Where it is desired to support the dispenser on the shelf or on the bottom of the freezer compartment, means will be employed to elevate the rear portion of the dispenser. In Figure 4, I have illustrated a convenient means for this purpose. As seen therein the cross strap 8 may be provided with integral extentions 19 and 20 which may be bent downwardly to form supporting legs. If desired, the extensions 19 and 20 may be of a length such that they may be bent again to provide supporting feet, such as the foot 21, of a size to span adjacent rods of aeonventional refrigerator shelf.
In the operation of my device, warm cans will be placed in the upper receiving channel, resting on the side rails 10 and 11 along which the cans will roll rearwardly until they pass beyond the ends of the side rails. As they leave the side rails the cans will contact the curved portions 4b and b of the inturned flanges which will convey them downwardly onto the lower flights of the flanges where they will move forwardly until the leading can comes to rest against the abutrnents 13 and 14. As cold cans are removed from the lower channel, additional warm cans may be placed in the upper channel. The arrangement assures that the coldest can, i. e. the one in the dispenser the longest, will be removed first. It will be apparent, also, that the dispenser provides a convenient, easy to reach storage receptacle for the cans from which they may be easily removed.
The device may be easily fabricated in that its major components comprise the side wall units, which include the inturned flanges, the side rails and the abutments. These units may be stamped from sheet stock. The only other parts are the cross straps which join the units, the bracket members for securing the dispenser to the refrigerator shelf and, if desired, the elevating member. This latter member may, however, be formed integrally with one of the cross straps, as shown in Figure 4.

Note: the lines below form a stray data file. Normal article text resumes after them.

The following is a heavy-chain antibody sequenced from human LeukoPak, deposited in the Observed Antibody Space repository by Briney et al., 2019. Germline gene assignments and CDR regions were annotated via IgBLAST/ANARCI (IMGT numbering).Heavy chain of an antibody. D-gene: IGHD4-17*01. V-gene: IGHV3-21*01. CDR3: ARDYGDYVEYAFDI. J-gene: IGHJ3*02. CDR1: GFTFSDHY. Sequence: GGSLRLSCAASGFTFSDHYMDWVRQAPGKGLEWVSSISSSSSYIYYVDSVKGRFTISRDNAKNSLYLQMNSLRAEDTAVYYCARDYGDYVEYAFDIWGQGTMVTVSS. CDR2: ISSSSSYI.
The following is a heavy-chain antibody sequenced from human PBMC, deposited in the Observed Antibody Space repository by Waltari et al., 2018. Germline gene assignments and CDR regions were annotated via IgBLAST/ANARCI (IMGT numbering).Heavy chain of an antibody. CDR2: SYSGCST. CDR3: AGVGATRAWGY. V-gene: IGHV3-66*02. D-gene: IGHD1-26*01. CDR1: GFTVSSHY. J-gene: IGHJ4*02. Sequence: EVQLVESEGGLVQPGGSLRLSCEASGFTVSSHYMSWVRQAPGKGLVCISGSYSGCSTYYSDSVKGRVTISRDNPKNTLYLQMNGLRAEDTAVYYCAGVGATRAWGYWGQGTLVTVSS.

In Figures 6, 7 and 8, I have illustrated a modification of my invention which is particularly suited for use in f the freezer compartment of a refrigerator, although it will be understood that its utility is by no means limited thereto. In this embodiment the side wall units 22 and 23 are joined together along their top and rear edges by means of a cover 24 which terminates at its lower end in an integral foot 25. On their lower edges the side wall units 22 and 23 are provided with inturned flanges 26 and 27 which have their inner ends turned upwardly, as at 28 and 29, so that the cans 30 ride on the edges of the flanges. This arrangement is particularly desirable where the dispenser is to be used in the freezer compartment since it minimizes the area of contact between the cans and the rails and prevents the cans from freezing to the rails. The cover 24 is also helpful in this connection since it serves as a hood preventing external moisture from settling on the rails.
As before, the side wall units have side rails 31 and 32 struck therefrom; but instead of being turned at right angles to the side wall units, the side rails are inclined upwardly in the manner illustrated, thereby again supporting the cans on the edges of the rails.
Forward movement of the cans in the lower channel is stopped by means of abutments 33 and 34. In this instance, the abutments comprise enlargement of the forward ends of the upturned inner portions 28 and 29 of the bottom flanges. It is also preferred to provide a cross strap 35 connecting the side wall units across the bottom.